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Spectrum spat surrounding satellites sizzles softly

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FCC Commissioner Ajit Pai has let us know what he’s going to be doing throughout November, and there is a risk of a bit of bickering appearing.

Just as public sector employees around the world start winding down for Christmas, Pai is packing his November with a broad range of activities. From tackling Robocallers, Next Generation TV, retraction of pointless regulation to media ownership, possibly the most interesting area is surrounding the availability of spectrum.

“Another top Commission priority is unleashing more spectrum to spur the rollout of next-generation 5G wireless networks,” said Pai in a blog post. “To that end, the Commission will vote on an order that would make available another 1,700 megahertz of high-frequency spectrum for flexible terrestrial wireless use while providing 4 gigahertz for core satellite use.

“This decision would build on the 11 gigahertz of spectrum that we made available for flexible terrestrial wireless use last year and would be a major marker in the United States’ efforts to lead the world in 5G innovation.”

The vote is set to take place at the next open meeting scheduled for 16 November, but there might be a few people who find issue with the starring role satellite is being given in the 5G world. There are of course two sides to the argument here, and the decision to more readily assist the satellite companies (at the possible detriment of the telcos) will almost certainly polarise opinion.

The satellite sub-sector will be delighted by such positive messages slipping out of Pai’s office. The FCC has been the recipient of several letters from heavy hitters in the satellite space in recent months, each requesting additional spectrum resources to make a more substantial contribution to the communications segment in the US.

The telco industry naturally is against any such move. They of course have to fight and bicker to get their hands on such valuable resource, and of course it does not come cheaply either. T-Mobile US has blasted the satellite industry for seeking additional spectrum, and has also found issue with the satellite providers proposing limitations for mobile broadband. To make things worse, the satellite providers might not even have to pay for it either…

You can start to see why the telcos are finding grievance. And before you pin the moaning down to T-Mobile US being T-Mobile US, the magenta army are not alone. Verizon has called on the FCC to reject any new proposals, arguing the commission has already offered enough protections to the satellite industry. Any more would not be deemed fair or justified.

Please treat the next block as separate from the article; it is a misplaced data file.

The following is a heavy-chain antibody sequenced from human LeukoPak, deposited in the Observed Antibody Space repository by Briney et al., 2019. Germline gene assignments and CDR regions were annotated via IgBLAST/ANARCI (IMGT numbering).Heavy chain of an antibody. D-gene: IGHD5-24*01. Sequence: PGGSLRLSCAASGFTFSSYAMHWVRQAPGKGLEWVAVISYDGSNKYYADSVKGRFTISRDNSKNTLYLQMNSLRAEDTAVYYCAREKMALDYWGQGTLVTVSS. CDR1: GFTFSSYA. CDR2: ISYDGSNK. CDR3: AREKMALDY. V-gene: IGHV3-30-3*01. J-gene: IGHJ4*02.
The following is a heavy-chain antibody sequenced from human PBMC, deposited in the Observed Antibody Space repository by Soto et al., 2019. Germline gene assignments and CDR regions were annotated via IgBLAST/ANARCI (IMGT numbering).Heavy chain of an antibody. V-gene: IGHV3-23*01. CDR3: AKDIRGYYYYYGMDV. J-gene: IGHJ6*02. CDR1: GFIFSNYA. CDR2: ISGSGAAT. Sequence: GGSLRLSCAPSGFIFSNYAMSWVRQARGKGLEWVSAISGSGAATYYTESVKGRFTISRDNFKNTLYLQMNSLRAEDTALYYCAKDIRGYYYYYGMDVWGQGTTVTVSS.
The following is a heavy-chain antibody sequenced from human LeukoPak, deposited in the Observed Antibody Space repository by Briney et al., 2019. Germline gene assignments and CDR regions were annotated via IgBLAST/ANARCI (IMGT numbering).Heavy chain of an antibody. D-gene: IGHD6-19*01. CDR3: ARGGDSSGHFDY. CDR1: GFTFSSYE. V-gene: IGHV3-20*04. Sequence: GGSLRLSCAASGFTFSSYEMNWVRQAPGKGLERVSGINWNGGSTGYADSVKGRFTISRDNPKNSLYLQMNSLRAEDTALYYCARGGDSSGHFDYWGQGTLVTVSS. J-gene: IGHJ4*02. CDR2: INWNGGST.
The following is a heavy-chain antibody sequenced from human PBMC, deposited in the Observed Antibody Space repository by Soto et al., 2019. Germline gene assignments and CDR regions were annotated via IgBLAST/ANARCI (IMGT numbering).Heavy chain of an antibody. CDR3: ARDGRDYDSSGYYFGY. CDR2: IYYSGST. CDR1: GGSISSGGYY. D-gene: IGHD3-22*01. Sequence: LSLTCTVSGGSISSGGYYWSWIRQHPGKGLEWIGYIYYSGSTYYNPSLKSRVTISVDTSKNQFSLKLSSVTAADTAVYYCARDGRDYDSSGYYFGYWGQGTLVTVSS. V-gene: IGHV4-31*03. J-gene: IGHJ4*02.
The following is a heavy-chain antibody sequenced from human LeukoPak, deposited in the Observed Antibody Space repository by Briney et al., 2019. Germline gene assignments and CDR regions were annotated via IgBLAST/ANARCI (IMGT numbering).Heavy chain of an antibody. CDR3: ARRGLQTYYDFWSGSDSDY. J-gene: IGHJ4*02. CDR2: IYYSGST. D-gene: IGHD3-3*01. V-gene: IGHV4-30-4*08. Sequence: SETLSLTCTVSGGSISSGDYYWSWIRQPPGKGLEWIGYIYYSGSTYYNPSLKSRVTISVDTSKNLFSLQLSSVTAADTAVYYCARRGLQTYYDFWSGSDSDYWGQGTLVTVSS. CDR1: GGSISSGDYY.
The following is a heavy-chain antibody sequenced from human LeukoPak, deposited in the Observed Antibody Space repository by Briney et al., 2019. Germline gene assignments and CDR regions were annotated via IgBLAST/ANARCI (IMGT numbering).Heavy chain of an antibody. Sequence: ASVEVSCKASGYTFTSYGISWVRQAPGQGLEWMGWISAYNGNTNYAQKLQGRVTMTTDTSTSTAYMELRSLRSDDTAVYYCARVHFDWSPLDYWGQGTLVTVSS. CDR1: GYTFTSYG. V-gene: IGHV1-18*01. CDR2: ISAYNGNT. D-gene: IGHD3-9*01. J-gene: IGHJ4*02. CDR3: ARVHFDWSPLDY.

“The Commission should not now disturb that generous compromise by going even further in response to the reconsideration petitions filed by the never-satisfied satellite industry,” said Gregory Romano, Verizon’s Associate General Counsel.

Looking specifically at the numbers, there is a solid argument for the telcos, who will be pushing the FCC to clip the wings of the space cadets. According to 5G Americas, 325 million mobile subscriptions in the US, this compares to 2 million satellite customers globally. When you look at these numbers and these numbers alone, you have to question why the FCC is considering such favourable conditions for the satellite space when all the demand is being managed by the telcos in the mobile space.

Of course, there is a counter argument. Another one of the main initiatives which is faced by the FCC is bridging the digital divide. This is an issue when you look at poorer communities in the cities, but it is a much larger problem out in the rural communities, where connectivity is tricky (putting it politely).

This has been on the agenda for almost as long as the internet has existed, and the telcos have always made promises about addressing it. While we are sure there are a few individuals who are fighting for the digital rights of the rural communities, the challenge has seemingly been ignored by the telcos. The divide has not gotten smaller, and some may argue is it only getting larger.

Satellite is a very real option to address this challenge, as it removes the need to sort out the physical infrastructure to fuel connectivity. Telcos have argued this is a very time consuming and expensive activity, which is perhaps one of the reasons why we haven’t seen progress. Why should you prioritize a few farmers in Idaho, when you can boost profits by a little bit more each year? Don’t forget, this is an industry which has seen profits erode over the last couple of years, non-critical projects will get kicked back a bit every now and then.

The challenge has been there and not addressed so far, so why shouldn’t the satellite companies be given the chance to contribute to the 5G revolution in their own way? In this light, although we do accept this is only one area, the telcos have had their chance and done nothing.

This is certainly an area which has the potential to develop into quite a bickering mess, and who knows, maybe we have another couple of lawsuits to look forward to.

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